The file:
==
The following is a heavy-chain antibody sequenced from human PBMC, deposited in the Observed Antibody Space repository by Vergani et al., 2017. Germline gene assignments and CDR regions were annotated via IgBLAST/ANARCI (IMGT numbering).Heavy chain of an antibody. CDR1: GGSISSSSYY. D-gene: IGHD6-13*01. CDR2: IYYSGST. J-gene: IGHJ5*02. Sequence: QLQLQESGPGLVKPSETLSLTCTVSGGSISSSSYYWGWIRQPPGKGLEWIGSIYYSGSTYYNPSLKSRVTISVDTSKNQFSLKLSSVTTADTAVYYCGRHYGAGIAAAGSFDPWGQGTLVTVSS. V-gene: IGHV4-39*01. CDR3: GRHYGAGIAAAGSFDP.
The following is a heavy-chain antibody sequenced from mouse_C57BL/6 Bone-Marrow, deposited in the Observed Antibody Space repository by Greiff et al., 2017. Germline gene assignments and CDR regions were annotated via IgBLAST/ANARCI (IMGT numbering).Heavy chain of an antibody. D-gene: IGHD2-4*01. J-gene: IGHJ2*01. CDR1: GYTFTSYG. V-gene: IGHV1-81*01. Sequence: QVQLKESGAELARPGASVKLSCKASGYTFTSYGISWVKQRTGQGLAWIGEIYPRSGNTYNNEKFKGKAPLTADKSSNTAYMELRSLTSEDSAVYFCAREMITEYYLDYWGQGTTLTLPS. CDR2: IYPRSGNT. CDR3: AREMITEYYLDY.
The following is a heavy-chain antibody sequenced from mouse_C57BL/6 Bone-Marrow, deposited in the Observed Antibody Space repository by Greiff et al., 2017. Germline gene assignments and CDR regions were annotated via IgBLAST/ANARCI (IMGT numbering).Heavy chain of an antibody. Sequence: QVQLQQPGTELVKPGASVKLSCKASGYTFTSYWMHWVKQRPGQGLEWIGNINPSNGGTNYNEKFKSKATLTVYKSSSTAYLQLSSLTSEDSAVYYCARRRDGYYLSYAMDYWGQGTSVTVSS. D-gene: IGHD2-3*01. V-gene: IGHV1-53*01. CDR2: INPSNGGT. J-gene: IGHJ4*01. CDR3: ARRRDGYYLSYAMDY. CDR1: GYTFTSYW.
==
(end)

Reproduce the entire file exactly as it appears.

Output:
The following is a heavy-chain antibody sequenced from human PBMC, deposited in the Observed Antibody Space repository by Vergani et al., 2017. Germline gene assignments and CDR regions were annotated via IgBLAST/ANARCI (IMGT numbering).Heavy chain of an antibody. CDR1: GGSISSSSYY. D-gene: IGHD6-13*01. CDR2: IYYSGST. J-gene: IGHJ5*02. Sequence: QLQLQESGPGLVKPSETLSLTCTVSGGSISSSSYYWGWIRQPPGKGLEWIGSIYYSGSTYYNPSLKSRVTISVDTSKNQFSLKLSSVTTADTAVYYCGRHYGAGIAAAGSFDPWGQGTLVTVSS. V-gene: IGHV4-39*01. CDR3: GRHYGAGIAAAGSFDP.
The following is a heavy-chain antibody sequenced from mouse_C57BL/6 Bone-Marrow, deposited in the Observed Antibody Space repository by Greiff et al., 2017. Germline gene assignments and CDR regions were annotated via IgBLAST/ANARCI (IMGT numbering).Heavy chain of an antibody. D-gene: IGHD2-4*01. J-gene: IGHJ2*01. CDR1: GYTFTSYG. V-gene: IGHV1-81*01. Sequence: QVQLKESGAELARPGASVKLSCKASGYTFTSYGISWVKQRTGQGLAWIGEIYPRSGNTYNNEKFKGKAPLTADKSSNTAYMELRSLTSEDSAVYFCAREMITEYYLDYWGQGTTLTLPS. CDR2: IYPRSGNT. CDR3: AREMITEYYLDY.
The following is a heavy-chain antibody sequenced from mouse_C57BL/6 Bone-Marrow, deposited in the Observed Antibody Space repository by Greiff et al., 2017. Germline gene assignments and CDR regions were annotated via IgBLAST/ANARCI (IMGT numbering).Heavy chain of an antibody. Sequence: QVQLQQPGTELVKPGASVKLSCKASGYTFTSYWMHWVKQRPGQGLEWIGNINPSNGGTNYNEKFKSKATLTVYKSSSTAYLQLSSLTSEDSAVYYCARRRDGYYLSYAMDYWGQGTSVTVSS. D-gene: IGHD2-3*01. V-gene: IGHV1-53*01. CDR2: INPSNGGT. J-gene: IGHJ4*01. CDR3: ARRRDGYYLSYAMDY. CDR1: GYTFTSYW.